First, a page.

At the beginning of the twenty-first century out relationship to Modernism is complex. Like many ‘isms’, it seems both to stand for something clearly definable – a major twentieth-century movement in art, architecture, design and literature, even culture.
We live in an era that still identifies itself in terms of Modernism, as post-Modernist or even post-post-Modernist. It simply is not possible to work in ignorance of the most powerful force in the creation of twentieth century visual culture.
…a self-conscious desire to create something new…
…Modernism in the designed world did not exist in a fully developed form…until well after the First World War. Indeed the traumas of the war were crucial for inciting Modernism’s subsequent utopianism and therefore for the forms that Modernism eventually took in the 1920’s.
In Berman’s view, Modernity, which he described as ‘the maelstrom of modern life’, has been brought about by modernization , the process of scientific, technological and societal change. Modernism represents the ‘visions and values’ that have enabled men and women to become the subjects and objects of modernization…
It is difficult to see, for example how Modernism could be understood without investigating the idea of utopia (both as a dream that existed on paper and as an experiment in actual building)
…for example, Russia and Germany, Czechoslovakia and the United States there was (especially until the worldwide economic collapse of 1929) a widespread utopianism, a belief in the possibility of a better future, and an embrace of technology (or the idea of technology) as the key means of attaining a better world, which could not be more at odds with today’s thinking.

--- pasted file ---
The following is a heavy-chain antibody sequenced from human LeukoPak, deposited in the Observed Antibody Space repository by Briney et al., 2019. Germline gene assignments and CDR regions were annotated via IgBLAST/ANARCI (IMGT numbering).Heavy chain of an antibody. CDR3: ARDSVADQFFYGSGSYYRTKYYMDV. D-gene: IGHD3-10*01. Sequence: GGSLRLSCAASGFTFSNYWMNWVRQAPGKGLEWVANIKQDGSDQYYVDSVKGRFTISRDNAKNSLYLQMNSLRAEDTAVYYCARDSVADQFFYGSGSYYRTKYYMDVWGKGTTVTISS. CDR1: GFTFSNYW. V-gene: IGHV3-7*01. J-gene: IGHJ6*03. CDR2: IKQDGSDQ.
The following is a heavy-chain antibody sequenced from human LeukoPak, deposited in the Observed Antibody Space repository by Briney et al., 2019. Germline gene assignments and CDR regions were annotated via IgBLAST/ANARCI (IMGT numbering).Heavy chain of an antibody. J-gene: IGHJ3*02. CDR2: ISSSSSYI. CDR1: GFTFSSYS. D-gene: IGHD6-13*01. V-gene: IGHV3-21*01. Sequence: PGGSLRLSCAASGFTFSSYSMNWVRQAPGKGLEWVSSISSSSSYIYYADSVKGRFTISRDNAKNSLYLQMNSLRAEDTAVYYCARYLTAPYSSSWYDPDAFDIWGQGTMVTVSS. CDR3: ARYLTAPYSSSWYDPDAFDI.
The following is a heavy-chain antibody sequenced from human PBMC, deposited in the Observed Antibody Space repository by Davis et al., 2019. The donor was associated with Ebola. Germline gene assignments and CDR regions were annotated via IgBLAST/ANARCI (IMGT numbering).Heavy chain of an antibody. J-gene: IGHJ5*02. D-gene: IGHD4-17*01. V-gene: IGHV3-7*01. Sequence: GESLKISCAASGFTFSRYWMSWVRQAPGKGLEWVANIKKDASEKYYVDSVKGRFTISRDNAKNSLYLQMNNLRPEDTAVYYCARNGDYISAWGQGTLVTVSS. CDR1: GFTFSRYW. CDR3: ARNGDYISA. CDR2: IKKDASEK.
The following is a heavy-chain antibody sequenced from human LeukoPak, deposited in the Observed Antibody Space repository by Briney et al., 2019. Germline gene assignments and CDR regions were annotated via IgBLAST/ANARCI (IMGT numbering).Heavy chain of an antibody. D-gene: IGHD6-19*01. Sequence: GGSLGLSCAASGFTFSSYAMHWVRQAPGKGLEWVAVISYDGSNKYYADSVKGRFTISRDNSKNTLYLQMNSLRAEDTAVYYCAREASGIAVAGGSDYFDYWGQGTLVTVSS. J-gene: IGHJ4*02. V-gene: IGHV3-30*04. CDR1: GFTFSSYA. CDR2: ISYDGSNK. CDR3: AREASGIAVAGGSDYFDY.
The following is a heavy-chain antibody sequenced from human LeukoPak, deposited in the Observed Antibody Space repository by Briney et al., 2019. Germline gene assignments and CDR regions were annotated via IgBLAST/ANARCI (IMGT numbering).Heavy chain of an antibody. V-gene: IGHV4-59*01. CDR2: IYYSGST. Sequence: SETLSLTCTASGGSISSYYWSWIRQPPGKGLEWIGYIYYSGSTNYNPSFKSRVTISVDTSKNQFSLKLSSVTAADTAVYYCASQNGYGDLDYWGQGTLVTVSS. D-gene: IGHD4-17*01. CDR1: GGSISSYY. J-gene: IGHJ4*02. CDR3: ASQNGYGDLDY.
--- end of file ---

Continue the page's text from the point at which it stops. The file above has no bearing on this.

Such aspirations had gained gained impetus during the First World War, when the widespread destruction and meaning-less carnage galvanized artists and architects, and stimulated their visions for building a new world.
The other side of the coin was projecting science and technology as the means to creating utopia.
As we have seen, utopian aspirations took on a particular potency with the First World War. The devastating loss of life generated a widespread feeling that things had to change.
Post-Modernist thinkers may detect a waning of utopia, but idealistic attitudes were fundamental to Modernism in the 1920s
Film seemed to promise nothing less than a revolution in, and of, art: a medium that combined the key features of the modern era – mechanization, speed, internationalism, reproducibility.
Film was by nature, objective, democratic and universal
Wilk, Christopher (2008) Modernism: Designing a New World 1914-1939. London. V&A Publishing.